I'm extremely confused by what's going on with this book. There's some interesting (if incomplete) worldbuilding, but the plot manages to be mostly unsurprising and kind of dull. The political reality also makes no sense - either in the sense of domestic or global politics. It reads like there were some great ideas here that just didn't cohere into a book.
For a book with such a big scope, Summerland just feels too small. It's like there are only fifteen real people in the world. This is the kind of book where a character can walk into a famous members' club and immediately stumble across the one person they desperately needed to see. Everything seems to take place in an extremely narrow slice of England - mostly London, with a few places in the home counties thrown in. Even the portions of Summerland that we see are functionally the same as Whitehall. We see about five seconds of action on the front in the Iberian Peninsula, and that's it.
Oh, and Rachel, the main character, grew up in India. She's called Rachel White and she's very pale (she refers to her pale complexion as her "best feature" at one point and this thought is not like, examined in any way....) and her mother has an extremely English-Upper Class name so I'm assuming she is a posh British child who was brought up in India as the daughter of a colonial officer of some kind. India is mentioned a handful of times, mostly as somewhere with better weather than England, or through Rachel's childhood nanny, who talked to her of spiritual things. That's about it, for India, though. In this book, it's a faraway warm place and it smells of spices.
I'm not saying this book is uncritical about the British Empire. But its criticisms look inwards. They focus on the crumbling nature of the white male patriarchy that runs the intelligence agencies, and not that much else. It's a book trying to be about big, expansive, almost global matters. But all it cares about is England.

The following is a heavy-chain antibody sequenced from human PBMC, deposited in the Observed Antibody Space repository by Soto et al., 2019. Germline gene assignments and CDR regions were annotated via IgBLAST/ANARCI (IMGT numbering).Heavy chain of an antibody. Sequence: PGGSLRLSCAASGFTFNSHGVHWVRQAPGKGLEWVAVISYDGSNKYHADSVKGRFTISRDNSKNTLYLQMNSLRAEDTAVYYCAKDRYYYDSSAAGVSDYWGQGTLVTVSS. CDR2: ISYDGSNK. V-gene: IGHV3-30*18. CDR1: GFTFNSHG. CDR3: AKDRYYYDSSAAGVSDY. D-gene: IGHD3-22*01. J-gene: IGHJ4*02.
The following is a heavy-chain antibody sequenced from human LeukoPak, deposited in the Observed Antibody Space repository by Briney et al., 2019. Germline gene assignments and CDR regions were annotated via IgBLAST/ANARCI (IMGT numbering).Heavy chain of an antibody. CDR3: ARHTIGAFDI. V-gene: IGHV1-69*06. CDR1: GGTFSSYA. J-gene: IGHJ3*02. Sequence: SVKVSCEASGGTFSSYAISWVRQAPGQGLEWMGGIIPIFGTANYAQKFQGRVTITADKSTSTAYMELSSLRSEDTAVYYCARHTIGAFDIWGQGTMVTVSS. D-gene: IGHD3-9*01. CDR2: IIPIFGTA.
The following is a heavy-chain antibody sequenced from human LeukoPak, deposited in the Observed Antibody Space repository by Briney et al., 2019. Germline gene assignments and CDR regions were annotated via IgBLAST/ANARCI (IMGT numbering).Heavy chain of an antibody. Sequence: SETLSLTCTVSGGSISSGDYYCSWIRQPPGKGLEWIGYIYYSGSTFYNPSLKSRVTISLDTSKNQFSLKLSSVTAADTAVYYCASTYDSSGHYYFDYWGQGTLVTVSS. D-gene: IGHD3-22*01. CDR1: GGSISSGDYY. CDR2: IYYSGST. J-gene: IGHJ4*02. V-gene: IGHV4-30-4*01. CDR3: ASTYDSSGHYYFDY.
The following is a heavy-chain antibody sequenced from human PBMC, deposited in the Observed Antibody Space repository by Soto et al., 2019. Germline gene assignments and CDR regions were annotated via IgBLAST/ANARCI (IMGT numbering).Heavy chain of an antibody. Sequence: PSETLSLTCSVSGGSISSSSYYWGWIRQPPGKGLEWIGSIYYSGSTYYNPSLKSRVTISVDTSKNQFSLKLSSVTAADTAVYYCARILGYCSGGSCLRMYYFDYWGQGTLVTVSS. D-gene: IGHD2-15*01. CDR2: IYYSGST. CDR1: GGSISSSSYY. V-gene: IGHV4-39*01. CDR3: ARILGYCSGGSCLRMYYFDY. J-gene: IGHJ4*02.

Even Russia is just a faraway place where Lenin once lived, and which occasionally snares British agents and turns them with the promise of all-knowing typewriters and the promise of your spirit one day becoming part of God.
All of this means that I never felt that the war in Spain was real (and not just some theoretical bargaining chip that would bend to the exact will of whichever faction won control of it). In this world, 1938 Germany conveniently has nothing going on. Somehow nor do any of southern Europe or Asia or like, the USA or anywhere else in the world. For the story to make sense, the UK and the Soviet Union are the only world powers that matter. It doesn’t work. I am unconvinced. When the final act of the book suddenly tries to make the stakes into the survival of the afterlife it’s just not convincing. I can believe in a fictional world where Victorian spiritualism is real. But I can’t believe in a fictional 1938 with such a simple, basic geopolitical reality.
I found H.P. West very interesting but don't know enough about H.G. Wells to get as much out of his inclusion as some readers will. I think it's plain that Rajaniemi enjoyed writing him because he's written with a lot of kindness and empathy that shine through small details that are used to build a picture of him and his life - and we don't necessarily always see those for all of the other characters, although for the most part I thought that Rachel and Peter were both handled well.
But... in a book that is supposed to be so occupied with the threat of global war (because the threat of another world war is constantly mentioned, even though so much of the world is absent)... many of the most engaging scenes involved West crouched over his Small Wars (a type of war-game played with small figurines). Or they involved Rachel and her pet birds. Or... actually my favourite scene might involve a clandestine meeting in a strange wax museum.
Rajaniemi's prose is mostly pretty good, and at times I really enjoyed reading this. It's just a shame I also spent a lot of the time frustrated. Rajaniemi can write! He can write thrilling action scenes and affecting small moments and he can create characters I care about. But tying those together with an engaging world and a coherent plot that works on multiple different scales/scopes has eluded him here.